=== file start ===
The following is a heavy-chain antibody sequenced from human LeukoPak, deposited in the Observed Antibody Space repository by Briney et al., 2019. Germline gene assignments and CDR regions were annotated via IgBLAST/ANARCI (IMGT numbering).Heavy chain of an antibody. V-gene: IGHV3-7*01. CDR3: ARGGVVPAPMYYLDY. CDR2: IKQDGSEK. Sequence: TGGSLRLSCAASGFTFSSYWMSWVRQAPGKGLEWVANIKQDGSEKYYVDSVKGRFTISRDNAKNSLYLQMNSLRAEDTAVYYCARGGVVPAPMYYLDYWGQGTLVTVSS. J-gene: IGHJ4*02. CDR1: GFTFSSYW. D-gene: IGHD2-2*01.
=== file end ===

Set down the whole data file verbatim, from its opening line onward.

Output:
The following is a heavy-chain antibody sequenced from human LeukoPak, deposited in the Observed Antibody Space repository by Briney et al., 2019. Germline gene assignments and CDR regions were annotated via IgBLAST/ANARCI (IMGT numbering).Heavy chain of an antibody. V-gene: IGHV3-7*01. CDR3: ARGGVVPAPMYYLDY. CDR2: IKQDGSEK. Sequence: TGGSLRLSCAASGFTFSSYWMSWVRQAPGKGLEWVANIKQDGSEKYYVDSVKGRFTISRDNAKNSLYLQMNSLRAEDTAVYYCARGGVVPAPMYYLDYWGQGTLVTVSS. J-gene: IGHJ4*02. CDR1: GFTFSSYW. D-gene: IGHD2-2*01.